Saturday, December 20, 2008

A Lesson From Charlie Brown

As a kid, I always loved watching the Charles M. Schulz Peanuts characters celebrate holidays. The shows were always entertaining with Charlie Brown, Snoopy and the rest of the Peanuts gang. It was also a special treat to be able to view a cartoon on prime time television when the adults usually ruled the airwaves. These shows originally aired in the 1960s, long before the 24/7 animation overload of Cartoon Network! I recall as a child that our family television only received five television broadcast stations in the Chicagoland area: ABC, CBS, NBC, PBS and independent WGN. None of them offered much in children's programming outside of the usual Saturday morning cartoon fare.

Watching these Peanuts shows now as an adult I realize that they are also full of great life lessons. I have come to greatly admire Charles M. Schulz for bravely creating shows for children that didn't back away from tough issues related to religion and society. We are all fortunate that these classics were created during the era they were, as I doubt few producers would touch these topics in the same manner today; it wouldn't be politically correct or Hollywood hip to do so.

'A Charlie Brown Christmas' in particular reflects Schulz's strong Christian faith when Charlie Brown, confused by the blatant commercialism of Christmas, questions if he really knows what the holiday is about. His friend Linus comes to the rescue by quietly quoting Scripture from the second chapter of the Gospel of Luke, verses 8 through 14:

"'8And there were in the same country shepherds abiding in the field, keeping watch over their flock by night. 9And, lo, the angel of the Lord came upon them, and the glory of the Lord shone round about them: and they were sore afraid. 10And the angel said unto them, Fear not: for, behold, I bring you good tidings of great joy, which shall be to all people. 11For unto you is born this day in the city of David a Saviour, which is Christ the Lord. 12And this shall be a sign unto you; Ye shall find the babe wrapped in swaddling clothes, lying in a manger. 13And suddenly there was with the angel a multitude of the heavenly host praising God, and saying, 14Glory to God in the highest, and on earth peace, good will toward men.' That's what Christmas is all about, Charlie Brown."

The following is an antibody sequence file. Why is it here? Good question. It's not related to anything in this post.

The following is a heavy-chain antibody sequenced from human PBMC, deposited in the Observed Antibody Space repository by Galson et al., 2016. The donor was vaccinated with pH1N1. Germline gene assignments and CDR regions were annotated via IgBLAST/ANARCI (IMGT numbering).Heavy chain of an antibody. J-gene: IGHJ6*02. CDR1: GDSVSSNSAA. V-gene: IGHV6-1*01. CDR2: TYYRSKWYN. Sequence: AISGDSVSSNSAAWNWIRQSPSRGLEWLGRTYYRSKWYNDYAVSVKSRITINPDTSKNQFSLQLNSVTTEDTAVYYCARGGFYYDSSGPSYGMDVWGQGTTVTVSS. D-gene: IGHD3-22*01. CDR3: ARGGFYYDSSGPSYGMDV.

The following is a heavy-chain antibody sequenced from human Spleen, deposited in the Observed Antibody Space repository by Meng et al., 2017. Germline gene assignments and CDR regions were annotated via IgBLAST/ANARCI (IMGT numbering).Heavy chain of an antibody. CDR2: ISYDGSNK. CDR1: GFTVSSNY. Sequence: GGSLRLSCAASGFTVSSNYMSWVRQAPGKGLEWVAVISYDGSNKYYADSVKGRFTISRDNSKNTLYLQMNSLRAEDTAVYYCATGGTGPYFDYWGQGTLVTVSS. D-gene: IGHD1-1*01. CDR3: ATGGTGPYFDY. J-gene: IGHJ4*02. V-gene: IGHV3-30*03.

Hearing this, Charlie Brown realizes that he does not have to let commercialism ruin his Christmas. I hope that this lesson from Charlie Brown can also be a lesson for all of us during the busy holiday season...

Slow down, watch the Peanuts' Christmas special, and don't forget what Christmas is all about.

Wednesday, December 17, 2008

New Year Resolutions and My Inbox

It's that time of year again. Time to make resolutions about being a better person and improving our lives... only to forget about them a month or two later. Have you thought about what your resolutions will be this year?

Resolutions to live healthier (loose weight, exercise, etc.) probably should not count, as these are things that we ought to be doing anyway. There's no good reason to wait for the New Year to start living healthier, but if the magic of the New Year helps to inspire you to make a positive change in your lifestyle, I say go for it!

Last year I resolved to do better at staying in touch with friends. I'm not so sure that I have been very successful at that, but if credit for effort counts I should at least receive an honorable mention.

This year it's all about managing my email better. Kind of a scary thought, eh?

My overflowing email inbox (both at work and at home) has inspired me to tackle this matter, and I've already made some good progress. Merlin Mann has a great 43 Folders series called Inbox Zero where he discusses email overload in a very entertaining presentation. His concept is simple; only look at your inbox periodically and when you do, be prepared to do one of the following five things (my interpretation is added):
  • Delete (trash the message since there is no action required)
  • Delegate (pass the message on to someone else for their action)
  • Respond (reply with a brief message only if necessary)
  • Defer (decide that action needs to wait; use this sparingly!)
  • Do (take action)
It's a great concept that I started to implement several weeks ago. My first step was to reduce the volume of email that I receive. So much of my email is rather useless information from senders that 'may' have something valuable to tell me now and then. Good examples are frequent flyer statements, on line merchant notices, and club newsletters. I created a free account with The service is currently in beta, but it has performed well enough for me to decide that I can rely on it. helps you manage your email by dynamically creating a new email address for any service that you need. Let's say that the DMV requests your email address; simply provide one such as DMV@[account] Then when the DMV sends you a message, it will automatically be in a folder named DMV under your account. Once you use this a few times, you begin to see how rather brilliant the idea is, and much easier than managing email filters.

Since implementing, my email traffic has been reduced significantly and the filtered messages can be reviewed at my leisure instead of clogging-up my inbox. The next step is to become more disciplined at following Merlin Mann's Inbox Zero process for the messages that I still receive in my regular inbox. Seeing the number of messages being held in my inbox slowly decline over time has been great inspiration.

I hope that this is a resolution that I can keep, as I believe it could go a long way towards making me more productive and less stressed. Good luck with your own resolutions!